Hawks to Indonesia, to Zimbabwe, to Howitzers to Morocco and Western
Sahara, to Tanzanian air traffic control systems. I could go on,
but we are running out of time. So certainly I have come across
that before and people I have spoken to who have had some understanding
of those activities have intimated that it is the DTI and the
MoD that have been the primary forces that have exerted pressure
for the licence to go ahead in some of those instances.
Q85 Malcolm Bruce: Mr Isbister, you
said you did not think we may have heard the end of the potential
privatisation of the Export Control Organisation. Given that you
do not want it privatised and the defence manufacturers do not
want it privatised, and it is essentially the delivery of public
policy, what on earth would be the case for privatising it now?
Mr Isbister: The only pressure
that I am aware of has been a pressure of economics.
Q86 Malcolm Bruce: Is there a danger
that the staff levels could be cut to the point where it cannot
do the job and we have to say because we cannot control licences
in the public sector we have to ask the private sector to do it
Mr Isbister: That is my fear,
that is a possibility.
Q87 Malcolm Bruce: Which would be
a preposterous piece of policy really, would it not?
Mr Isbister: If that happened,
Q88 Mr Hamilton: You raised earlier,
Mr Isbister, the question of open licences. This Committee has
raised that matter with government, and we were told that the
government carries out risk assessments relating to Open General
Export Licences which are "essentially undertaken in the
same way as that for individual licences, i.e. ECO and relevant
advisers from the rest of the licensing community will undertake
a risk assessment of the proposed licence, considering the countries
and activities involved, and taking account of the conditions
and limitations specified for the licence." What do you think
is wrong with that approach?
Mr Isbister: SIELs, the Standard
Individual Export Licences are valid for two years. That is what
open licences for military list goods were valid for, and now
they are saying that they are valid for five years. If we were
calling for a change we would probably call for a tighter time
period because a lot can happen in a short period of time.
Q89 Mr Hamilton: But if there are
regular checks throughout that period, then why not five years?
Mr Isbister: What would be the
difference between a regular check and a new licence application?
There are compliance visits carried out; I am not an expert on
what goes on in those compliance visits, which is partly because
I think there is not enough transparency in what goes on in those
compliance visits, but my understanding is that the people who
are carrying out those are doing a technical job, they are checking
that you are compliant with the terms of the licence. The decision
on whether it is a good idea to have the licence or not is surely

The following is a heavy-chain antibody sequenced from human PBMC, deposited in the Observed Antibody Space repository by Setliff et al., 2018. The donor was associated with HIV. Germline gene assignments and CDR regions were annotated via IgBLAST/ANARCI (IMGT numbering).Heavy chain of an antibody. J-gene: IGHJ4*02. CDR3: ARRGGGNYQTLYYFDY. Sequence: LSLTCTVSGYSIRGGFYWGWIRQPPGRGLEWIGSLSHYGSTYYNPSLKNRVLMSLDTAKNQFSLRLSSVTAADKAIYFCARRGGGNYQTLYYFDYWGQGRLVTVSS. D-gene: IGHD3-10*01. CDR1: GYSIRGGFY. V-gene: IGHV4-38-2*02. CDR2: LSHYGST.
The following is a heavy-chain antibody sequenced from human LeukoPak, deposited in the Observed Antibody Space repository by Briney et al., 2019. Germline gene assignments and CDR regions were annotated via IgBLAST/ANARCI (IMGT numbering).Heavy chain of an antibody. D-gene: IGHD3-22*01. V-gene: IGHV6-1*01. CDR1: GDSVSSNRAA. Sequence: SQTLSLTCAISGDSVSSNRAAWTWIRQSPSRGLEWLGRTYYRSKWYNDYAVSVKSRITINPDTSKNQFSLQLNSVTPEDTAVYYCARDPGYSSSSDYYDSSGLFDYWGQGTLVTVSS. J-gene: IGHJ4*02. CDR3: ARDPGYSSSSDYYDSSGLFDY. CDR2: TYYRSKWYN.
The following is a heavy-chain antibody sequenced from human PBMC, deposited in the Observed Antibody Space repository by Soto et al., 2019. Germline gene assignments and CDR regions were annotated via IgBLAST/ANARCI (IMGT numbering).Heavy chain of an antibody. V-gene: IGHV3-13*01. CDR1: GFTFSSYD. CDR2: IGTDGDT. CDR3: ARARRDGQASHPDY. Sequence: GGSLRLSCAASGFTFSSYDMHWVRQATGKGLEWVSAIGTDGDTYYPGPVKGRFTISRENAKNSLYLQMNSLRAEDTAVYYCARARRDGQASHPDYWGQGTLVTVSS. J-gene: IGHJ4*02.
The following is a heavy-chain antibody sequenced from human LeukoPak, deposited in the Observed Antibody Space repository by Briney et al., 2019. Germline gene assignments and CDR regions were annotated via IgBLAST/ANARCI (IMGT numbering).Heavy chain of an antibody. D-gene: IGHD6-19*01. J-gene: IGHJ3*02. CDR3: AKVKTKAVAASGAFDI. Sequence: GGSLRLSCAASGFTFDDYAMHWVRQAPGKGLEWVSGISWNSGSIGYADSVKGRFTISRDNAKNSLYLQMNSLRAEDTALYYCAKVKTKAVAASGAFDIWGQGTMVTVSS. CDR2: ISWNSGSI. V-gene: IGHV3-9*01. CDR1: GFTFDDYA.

taken at a different level.
Mr Thomas: If you are going to
introduce a greater use of OIELs covering a five year period because
of staff cuts within the ECO and because of pressures being put
upon them, then are you not adding more work by getting people
to carry out more checks? It seems to be slightly contradictory.
Mr Sprague: I do not want to go
into the ins and outs of open licences, but one thing that is
quite apparent about them is that they are subject to a much lower
level of transparency in, for example, the Government's annual
reports than SIELs are. There is no data on volume or value, there
is no data on incorporation cases or what open licences are going
for incorporation, and the only way that we as NGOs and you as
Committee membersalthough you do have access to more information
than we docan scrutinise the Government's policy in regard
to some sensitive country destinations is their annual report,
so a shifting towards open licences does have a problem in terms
of transparency and what is reported to us in the annual report.
Q90 Mr Hamilton: You would like to
see more restriction on these open general export licences.
Mr Sprague: I would like to see
greater transparency and explanation about what is in those licences
being put in the annual report. I know that we are in discussions
with government about improving the overall nature of the annual
report and the quarterly reporting, so I do not want to prejudice
those discussions but that is one thing we will be looking at.
Q91 Chairman: Mark, have you got
your thumb cuffs back? I did give an undertaking about Mark Thomas
holding the thumb cuffs, but I gave no undertaking as to my colleagues,
so I am anxious that you have them back. Thank you very much indeed,
it has been a really helpful session and we are very grateful.
As you probably heard me to say to EGAD and SBAC an hour ago,
we hope the transcript will be on the internet in about a week.
If there are any corrections let us know, but if having read that
there are points that you want to develop, further examples, feel
free to let the Committee know. We will be taking evidence from
Malcolm Wicks, the minister responsible for the Export Control
Organisation and from the Foreign Secretary, and I think on the
basis of what has been said this afternoon we probably ought to
have a look at HM Revenue and Customs as well and take evidence,
in the light of what you and the previous witnesses said. Thank
you very much indeed, we are very grateful.
Mr Sprague: Thank you very much.